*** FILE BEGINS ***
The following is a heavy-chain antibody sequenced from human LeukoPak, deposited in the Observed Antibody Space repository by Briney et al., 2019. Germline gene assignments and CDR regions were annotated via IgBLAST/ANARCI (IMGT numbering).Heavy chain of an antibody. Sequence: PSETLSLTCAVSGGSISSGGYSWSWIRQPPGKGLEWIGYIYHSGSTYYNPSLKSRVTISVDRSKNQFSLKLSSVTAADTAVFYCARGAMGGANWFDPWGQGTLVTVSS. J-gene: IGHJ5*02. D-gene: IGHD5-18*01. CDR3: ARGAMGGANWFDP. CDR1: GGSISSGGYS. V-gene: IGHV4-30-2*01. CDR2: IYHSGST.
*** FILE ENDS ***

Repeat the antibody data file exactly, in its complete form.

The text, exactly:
The following is a heavy-chain antibody sequenced from human LeukoPak, deposited in the Observed Antibody Space repository by Briney et al., 2019. Germline gene assignments and CDR regions were annotated via IgBLAST/ANARCI (IMGT numbering).Heavy chain of an antibody. Sequence: PSETLSLTCAVSGGSISSGGYSWSWIRQPPGKGLEWIGYIYHSGSTYYNPSLKSRVTISVDRSKNQFSLKLSSVTAADTAVFYCARGAMGGANWFDPWGQGTLVTVSS. J-gene: IGHJ5*02. D-gene: IGHD5-18*01. CDR3: ARGAMGGANWFDP. CDR1: GGSISSGGYS. V-gene: IGHV4-30-2*01. CDR2: IYHSGST.